The Sausal Creek watershed is full of anomalies and questions from its headwaters to its San Francisco Bay outlet. Here I’ll look at the top end of Sausal Creek — the part that isn’t Sausal Creek. The creek originates where three different tributaries join: Shephard Creek, Cobbledick Creek and Palo Seco Creek.

The divide between Shephard and Cobbledick runs up Chelton Drive, then Darnby and Carisbrook Drives, up to Skyline. The divide between Cobbledick and Palo Seco runs mostly up Castle Drive to Skyline, so if you know the area these are easy to visualize.

That map, from the Alameda County Flood Control and Water Conservation District, has Sausal Creek proper beginning at the junction of Shephard and Cobbledick, which is also where the Hayward fault crosses the creek (more about that below). But because that’s in a culvert deep beneath the Warren Freeway, for purposes of this post I prefer to put the origin a little farther down, in an easy-to-miss opening east of the parking lot of the Montclair Golf Course driving range at the head of Dimond Canyon. That’s where Palo Seco Creek, the third tributary, comes in from the redwood-filled canyon of Joaquin Miller Park.

So with that settled, let’s look at the headwaters on the geologic map. This area includes a wide variety of rock units — the Sausal Creek watershed touches more different rock types than any other Oakland stream.

Don’t worry, I won’t go into the rocks, although there are a lot of them and they’re interesting . . .

I’ve added the Hayward fault to the map, as a thick red line, just to show how different the rocks upstream and downstream are. That’s because motion on the fault has been dragging the west side to the north for a few million years. That explains two major peculiarities of Sausal Creek, the first being its lumpy longitudinal profile.

I made this stream profile by walking down the creek from the top of Eastwood Court to the Bay, recording elevations with my smartphone altimeter.

A normal stream profile describes a nearly smooth listric curve — steep at the top and level at the bottom. The bottom of the curve represents what’s called the base level for the whole stream, sea level in this case. A stream with a nearly perfect curve is said to be at grade. Two basic things will put kinks in that curve: rocks that are especially hard or soft, and changes in base level. For instance, ice ages lower the sea level by hundreds of feet, and streams have to adjust during that time by digging down their beds toward the new base level. (I alluded to this in my last post with respect to Lake Merritt.)

There’s a big discontinuity in this curve right where the Hayward fault crosses, just above the 3 kilometer mark. The lower half, Sausal Creek, is at grade, even though it crosses hard sandstone in Dimond Canyon and young sediment farther down. But the fault has ripped its head off and put on another head — the Shephard-Cobbledick-Palo Seco system. It’s a Frankenstein creek. I think this head transplant has happened more than once.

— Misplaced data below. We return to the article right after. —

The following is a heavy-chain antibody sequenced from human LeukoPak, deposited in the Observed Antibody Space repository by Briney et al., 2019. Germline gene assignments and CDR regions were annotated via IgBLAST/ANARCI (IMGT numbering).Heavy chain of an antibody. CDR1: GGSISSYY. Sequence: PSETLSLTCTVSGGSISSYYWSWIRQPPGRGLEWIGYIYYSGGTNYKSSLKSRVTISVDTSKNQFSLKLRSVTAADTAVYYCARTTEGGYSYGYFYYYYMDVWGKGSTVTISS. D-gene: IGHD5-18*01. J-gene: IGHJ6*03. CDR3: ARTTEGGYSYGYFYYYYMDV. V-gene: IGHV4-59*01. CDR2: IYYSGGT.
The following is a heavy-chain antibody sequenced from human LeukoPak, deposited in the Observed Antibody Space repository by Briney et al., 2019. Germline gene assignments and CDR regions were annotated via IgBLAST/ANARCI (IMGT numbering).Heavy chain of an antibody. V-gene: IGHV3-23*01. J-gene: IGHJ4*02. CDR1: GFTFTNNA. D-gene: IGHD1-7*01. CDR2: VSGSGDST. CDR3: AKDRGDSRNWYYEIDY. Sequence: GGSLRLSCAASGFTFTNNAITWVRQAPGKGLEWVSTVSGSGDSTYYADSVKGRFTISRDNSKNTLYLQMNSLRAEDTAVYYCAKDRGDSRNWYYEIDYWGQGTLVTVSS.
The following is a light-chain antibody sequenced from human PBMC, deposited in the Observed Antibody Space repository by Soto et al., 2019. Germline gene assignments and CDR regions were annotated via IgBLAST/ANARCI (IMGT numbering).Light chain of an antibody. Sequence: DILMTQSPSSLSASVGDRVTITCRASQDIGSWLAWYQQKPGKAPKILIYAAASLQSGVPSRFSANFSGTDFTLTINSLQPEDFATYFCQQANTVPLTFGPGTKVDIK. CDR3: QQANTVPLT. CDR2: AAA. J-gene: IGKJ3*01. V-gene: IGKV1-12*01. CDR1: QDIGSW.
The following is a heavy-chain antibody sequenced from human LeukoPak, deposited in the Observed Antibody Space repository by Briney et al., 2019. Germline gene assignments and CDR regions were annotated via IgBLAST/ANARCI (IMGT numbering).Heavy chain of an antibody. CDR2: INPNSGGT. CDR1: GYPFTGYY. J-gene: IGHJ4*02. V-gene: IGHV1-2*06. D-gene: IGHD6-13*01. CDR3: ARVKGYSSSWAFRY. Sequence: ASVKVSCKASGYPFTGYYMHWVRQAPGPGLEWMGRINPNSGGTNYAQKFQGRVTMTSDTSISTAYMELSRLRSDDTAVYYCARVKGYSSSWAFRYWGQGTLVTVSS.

Sausal Creek, over the last million years or so, has done fine even with its head ripped off and replaced. The worst that might have happened is that it had less water in it for a while. But in the upper creek system, these changes have drastically affected its base level.

Picture it: the two sides of the Hayward fault are moving past each other at about 10 millimeters a year, or a kilometer every 100,000 years. So for a good long time, Shephard Creek flowed down against the high rocky ridge of the Piedmont hills. Very likely it turned north for a long ways, the way Temescal Creek does today, before flowing around the north end of the ridge. As its route to the Bay got longer and longer, the slope of the stream grew gentler as it remained at grade. The effective base level, that is to say, was up around the elevation of the Thornhill district.

Then along came Dimond Canyon, moseying up on the far side of the fault, and at some point Shephard Creek switched over to that route. All of a sudden, it had a lower base level. It was not at grade. So it started eroding downward into its streambed and eroding uphill, trying to re-establish that nice listric profile.

When that happens to streams, what geologists call a knickpoint appears in the profile. The extreme case of a knickpoint is a waterfall, but more often they’re just rapids. In Shephard Creek, there appear to be two knickpoints.

Pay attention next time you ride down Shepherd Canyon Road. There’s a nearly level stretch in the road between Saroni and Escher Drives, where the railroad trail meets the road, then a steep “rapids” below. The other knickpoint is under the landfill of Shepherd Canyon Park, where the creek is buried in a culvert. A more carefully made profile would show it better, but that may not be possible.

I could conjecture a story that accounts for these features, but there’s a lot I don’t know so it would just be armwaving. For instance, the stream profile is based on the elevations of the roadway rather than the actual streambed except for the part between Shepherd Canyon Park and Mountain Boulevard (which is so thickly wooded I don’t recommend you visit, even though I did) and the one data point at the golf club. For another, the history of vertical movements along the Hayward fault is almost completely unknown, other than that the hills on the east side are rising today at about a millimeter per year. So enough about that.